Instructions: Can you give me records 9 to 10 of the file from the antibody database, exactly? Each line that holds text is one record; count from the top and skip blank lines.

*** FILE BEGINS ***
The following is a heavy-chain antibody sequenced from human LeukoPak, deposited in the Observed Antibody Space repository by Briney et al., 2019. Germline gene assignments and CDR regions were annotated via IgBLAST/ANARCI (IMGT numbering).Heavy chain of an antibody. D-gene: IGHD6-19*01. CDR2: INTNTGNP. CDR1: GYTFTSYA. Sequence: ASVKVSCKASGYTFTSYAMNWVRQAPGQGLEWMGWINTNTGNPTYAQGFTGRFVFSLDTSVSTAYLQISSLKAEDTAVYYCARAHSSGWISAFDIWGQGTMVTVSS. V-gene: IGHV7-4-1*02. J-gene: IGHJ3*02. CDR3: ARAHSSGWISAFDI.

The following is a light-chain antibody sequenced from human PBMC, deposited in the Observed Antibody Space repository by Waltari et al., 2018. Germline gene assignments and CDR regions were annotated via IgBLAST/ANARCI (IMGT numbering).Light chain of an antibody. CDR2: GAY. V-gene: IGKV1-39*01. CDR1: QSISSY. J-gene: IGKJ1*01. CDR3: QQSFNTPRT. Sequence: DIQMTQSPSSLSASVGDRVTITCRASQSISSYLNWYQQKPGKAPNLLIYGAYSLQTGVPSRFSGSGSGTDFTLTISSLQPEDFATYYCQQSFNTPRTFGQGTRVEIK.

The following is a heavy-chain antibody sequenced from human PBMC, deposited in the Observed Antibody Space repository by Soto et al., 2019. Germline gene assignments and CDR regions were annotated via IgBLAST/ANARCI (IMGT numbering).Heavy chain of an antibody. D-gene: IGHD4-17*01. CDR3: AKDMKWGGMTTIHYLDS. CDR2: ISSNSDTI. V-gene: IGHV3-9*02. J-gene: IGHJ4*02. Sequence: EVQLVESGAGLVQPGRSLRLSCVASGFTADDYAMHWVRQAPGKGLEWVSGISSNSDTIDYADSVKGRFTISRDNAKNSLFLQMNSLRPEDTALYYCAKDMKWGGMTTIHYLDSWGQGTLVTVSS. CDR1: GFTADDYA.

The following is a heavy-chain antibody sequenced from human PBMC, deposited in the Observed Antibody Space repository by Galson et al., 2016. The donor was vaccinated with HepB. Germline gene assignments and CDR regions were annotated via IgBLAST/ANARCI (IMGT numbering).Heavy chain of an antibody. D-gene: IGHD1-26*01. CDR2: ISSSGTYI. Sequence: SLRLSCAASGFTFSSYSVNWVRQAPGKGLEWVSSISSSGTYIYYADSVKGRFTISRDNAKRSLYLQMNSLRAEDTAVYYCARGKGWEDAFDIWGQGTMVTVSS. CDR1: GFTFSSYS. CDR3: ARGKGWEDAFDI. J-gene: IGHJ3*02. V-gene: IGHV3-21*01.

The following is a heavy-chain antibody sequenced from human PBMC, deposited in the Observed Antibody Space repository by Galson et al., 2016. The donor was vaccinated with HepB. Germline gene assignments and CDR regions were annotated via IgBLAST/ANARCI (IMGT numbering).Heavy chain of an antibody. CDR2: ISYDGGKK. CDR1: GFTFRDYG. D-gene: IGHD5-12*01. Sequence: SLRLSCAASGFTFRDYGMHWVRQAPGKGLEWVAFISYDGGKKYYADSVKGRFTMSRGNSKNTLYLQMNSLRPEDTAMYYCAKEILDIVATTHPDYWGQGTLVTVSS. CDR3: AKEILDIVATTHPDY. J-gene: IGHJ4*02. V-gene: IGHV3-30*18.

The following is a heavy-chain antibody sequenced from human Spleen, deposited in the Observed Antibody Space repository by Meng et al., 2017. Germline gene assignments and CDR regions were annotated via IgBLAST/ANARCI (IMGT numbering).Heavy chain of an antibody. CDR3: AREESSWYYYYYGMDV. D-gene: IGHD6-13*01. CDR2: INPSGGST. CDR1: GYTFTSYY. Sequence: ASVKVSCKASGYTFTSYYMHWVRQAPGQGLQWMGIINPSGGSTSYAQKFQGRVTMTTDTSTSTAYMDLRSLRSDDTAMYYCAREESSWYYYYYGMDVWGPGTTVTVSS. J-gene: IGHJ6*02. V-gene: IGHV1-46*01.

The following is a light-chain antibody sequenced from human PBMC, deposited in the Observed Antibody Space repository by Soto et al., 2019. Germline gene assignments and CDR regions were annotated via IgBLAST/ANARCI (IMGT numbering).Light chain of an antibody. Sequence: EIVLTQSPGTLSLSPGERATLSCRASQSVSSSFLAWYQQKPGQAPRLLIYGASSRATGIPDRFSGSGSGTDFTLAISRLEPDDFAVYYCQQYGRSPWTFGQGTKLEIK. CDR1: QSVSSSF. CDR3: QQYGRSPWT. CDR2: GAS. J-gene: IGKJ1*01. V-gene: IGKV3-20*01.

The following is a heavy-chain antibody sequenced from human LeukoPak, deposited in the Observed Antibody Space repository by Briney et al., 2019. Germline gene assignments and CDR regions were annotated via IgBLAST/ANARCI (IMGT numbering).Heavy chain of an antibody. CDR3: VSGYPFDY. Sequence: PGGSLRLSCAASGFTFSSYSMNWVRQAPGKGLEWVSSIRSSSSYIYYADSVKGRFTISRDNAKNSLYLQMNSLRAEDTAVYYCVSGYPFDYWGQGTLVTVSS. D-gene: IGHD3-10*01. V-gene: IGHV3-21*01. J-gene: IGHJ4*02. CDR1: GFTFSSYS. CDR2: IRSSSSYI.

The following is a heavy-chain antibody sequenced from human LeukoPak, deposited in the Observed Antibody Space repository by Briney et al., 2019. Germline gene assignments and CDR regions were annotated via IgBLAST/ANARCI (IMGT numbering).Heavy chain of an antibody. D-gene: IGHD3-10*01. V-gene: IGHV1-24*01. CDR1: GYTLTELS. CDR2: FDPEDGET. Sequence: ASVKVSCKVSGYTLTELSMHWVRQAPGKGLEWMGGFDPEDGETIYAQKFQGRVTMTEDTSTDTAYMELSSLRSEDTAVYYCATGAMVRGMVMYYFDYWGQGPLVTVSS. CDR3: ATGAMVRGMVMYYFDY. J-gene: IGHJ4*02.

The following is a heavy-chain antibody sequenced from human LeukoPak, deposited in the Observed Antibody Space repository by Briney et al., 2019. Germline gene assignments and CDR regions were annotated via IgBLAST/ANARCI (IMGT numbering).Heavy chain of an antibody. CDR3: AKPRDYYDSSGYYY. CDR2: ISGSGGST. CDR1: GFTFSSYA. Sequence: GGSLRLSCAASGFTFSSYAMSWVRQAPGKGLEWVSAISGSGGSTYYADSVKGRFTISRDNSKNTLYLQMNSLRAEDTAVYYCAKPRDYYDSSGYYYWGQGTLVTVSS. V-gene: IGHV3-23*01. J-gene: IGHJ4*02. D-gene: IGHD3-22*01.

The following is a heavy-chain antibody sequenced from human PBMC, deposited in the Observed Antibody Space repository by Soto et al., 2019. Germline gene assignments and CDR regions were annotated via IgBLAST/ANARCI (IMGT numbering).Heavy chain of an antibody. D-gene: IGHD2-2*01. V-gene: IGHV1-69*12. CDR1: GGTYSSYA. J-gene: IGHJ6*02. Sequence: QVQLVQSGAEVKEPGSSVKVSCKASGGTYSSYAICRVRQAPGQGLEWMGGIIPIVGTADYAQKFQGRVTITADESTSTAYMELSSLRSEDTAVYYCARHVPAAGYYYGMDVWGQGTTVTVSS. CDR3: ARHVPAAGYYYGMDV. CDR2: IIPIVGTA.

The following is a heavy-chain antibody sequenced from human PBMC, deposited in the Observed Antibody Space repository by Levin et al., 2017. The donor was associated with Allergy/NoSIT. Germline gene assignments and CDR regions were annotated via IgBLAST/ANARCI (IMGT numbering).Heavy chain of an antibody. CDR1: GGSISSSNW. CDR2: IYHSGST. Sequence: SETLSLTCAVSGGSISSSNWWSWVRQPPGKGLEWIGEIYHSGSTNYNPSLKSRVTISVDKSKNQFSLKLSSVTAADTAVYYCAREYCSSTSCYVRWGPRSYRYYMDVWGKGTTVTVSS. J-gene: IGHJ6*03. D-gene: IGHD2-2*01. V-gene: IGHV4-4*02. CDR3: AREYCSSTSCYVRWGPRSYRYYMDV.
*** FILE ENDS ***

The following is a heavy-chain antibody sequenced from human LeukoPak, deposited in the Observed Antibody Space repository by Briney et al., 2019. Germline gene assignments and CDR regions were annotated via IgBLAST/ANARCI (IMGT numbering).Heavy chain of an antibody. D-gene: IGHD3-10*01. V-gene: IGHV1-24*01. CDR1: GYTLTELS. CDR2: FDPEDGET. Sequence: ASVKVSCKVSGYTLTELSMHWVRQAPGKGLEWMGGFDPEDGETIYAQKFQGRVTMTEDTSTDTAYMELSSLRSEDTAVYYCATGAMVRGMVMYYFDYWGQGPLVTVSS. CDR3: ATGAMVRGMVMYYFDY. J-gene: IGHJ4*02.

The following is a heavy-chain antibody sequenced from human LeukoPak, deposited in the Observed Antibody Space repository by Briney et al., 2019. Germline gene assignments and CDR regions were annotated via IgBLAST/ANARCI (IMGT numbering).Heavy chain of an antibody. CDR3: AKPRDYYDSSGYYY. CDR2: ISGSGGST. CDR1: GFTFSSYA. Sequence: GGSLRLSCAASGFTFSSYAMSWVRQAPGKGLEWVSAISGSGGSTYYADSVKGRFTISRDNSKNTLYLQMNSLRAEDTAVYYCAKPRDYYDSSGYYYWGQGTLVTVSS. V-gene: IGHV3-23*01. J-gene: IGHJ4*02. D-gene: IGHD3-22*01.